Hampshire
towns of Bournemouth and Christchurch
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Raymore Park
Coordinates: 43°41′47.94″N 79°30′54.24″W / 43.6966500°N 79.5150667°W / 43.6966500; -79.5150667 Raymore Drive is a mostly residential street in the Weston neighbourhood of Toronto in the Canadian province of Ontario. It runs next to the Humber River. On October 15, 1954, the area was severely affected by Hurricane Hazel. When the Humber River burst its banks and tore away a footbridge, the waters of the Humber were redirected through the neighbourhood. The flood killed 35 residents and washed away 39 percent of the street. Altogether, Hazel was responsible for 81 deaths in Canada. Subsequent residential development in that area was prohibited
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Digital Object Identifier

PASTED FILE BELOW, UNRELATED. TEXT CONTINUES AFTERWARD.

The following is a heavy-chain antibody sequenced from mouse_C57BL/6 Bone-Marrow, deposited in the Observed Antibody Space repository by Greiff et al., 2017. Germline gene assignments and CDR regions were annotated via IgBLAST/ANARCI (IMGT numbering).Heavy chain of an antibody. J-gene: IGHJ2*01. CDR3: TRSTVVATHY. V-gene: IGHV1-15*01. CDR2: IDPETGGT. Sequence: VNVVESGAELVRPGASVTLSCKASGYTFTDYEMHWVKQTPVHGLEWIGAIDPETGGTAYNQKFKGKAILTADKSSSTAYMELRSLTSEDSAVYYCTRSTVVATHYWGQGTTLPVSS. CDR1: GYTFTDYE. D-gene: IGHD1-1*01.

In computing, a Digital Object Identifier or DOI is a persistent identifier or handle used to uniquely identify objects, standardized by the International Organization for Standardization
International Organization for Standardization
(ISO).[1] An implementation of the Handle System,[2][3] DOIs are in wide use mainly to identify academic, professional, and government information, such as journal articles, research reports and data sets, and official publications though they also have been used to identify other types of information resources, such as commercial videos. A DOI aims to be "resolvable", usually to some form of access to the information object to which the DOI refers. This is achieved by binding the DOI to metadata about the object, such as a URL, indicating where the object can be found. Thus, by being actionable and interoperable, a DOI differs from identifiers such as ISBNs and ISRCs which aim only to uniquely identify their referents